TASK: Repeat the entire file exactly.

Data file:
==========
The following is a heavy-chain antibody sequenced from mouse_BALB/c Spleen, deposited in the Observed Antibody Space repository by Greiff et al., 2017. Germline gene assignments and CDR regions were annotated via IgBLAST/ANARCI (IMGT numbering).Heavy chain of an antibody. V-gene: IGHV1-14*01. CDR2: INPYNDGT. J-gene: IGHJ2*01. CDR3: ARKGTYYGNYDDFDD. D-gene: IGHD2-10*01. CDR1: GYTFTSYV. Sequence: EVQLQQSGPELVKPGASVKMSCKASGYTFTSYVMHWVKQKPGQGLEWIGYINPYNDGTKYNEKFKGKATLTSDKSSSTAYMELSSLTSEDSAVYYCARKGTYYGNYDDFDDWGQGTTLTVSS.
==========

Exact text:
The following is a heavy-chain antibody sequenced from mouse_BALB/c Spleen, deposited in the Observed Antibody Space repository by Greiff et al., 2017. Germline gene assignments and CDR regions were annotated via IgBLAST/ANARCI (IMGT numbering).Heavy chain of an antibody. V-gene: IGHV1-14*01. CDR2: INPYNDGT. J-gene: IGHJ2*01. CDR3: ARKGTYYGNYDDFDD. D-gene: IGHD2-10*01. CDR1: GYTFTSYV. Sequence: EVQLQQSGPELVKPGASVKMSCKASGYTFTSYVMHWVKQKPGQGLEWIGYINPYNDGTKYNEKFKGKATLTSDKSSSTAYMELSSLTSEDSAVYYCARKGTYYGNYDDFDDWGQGTTLTVSS.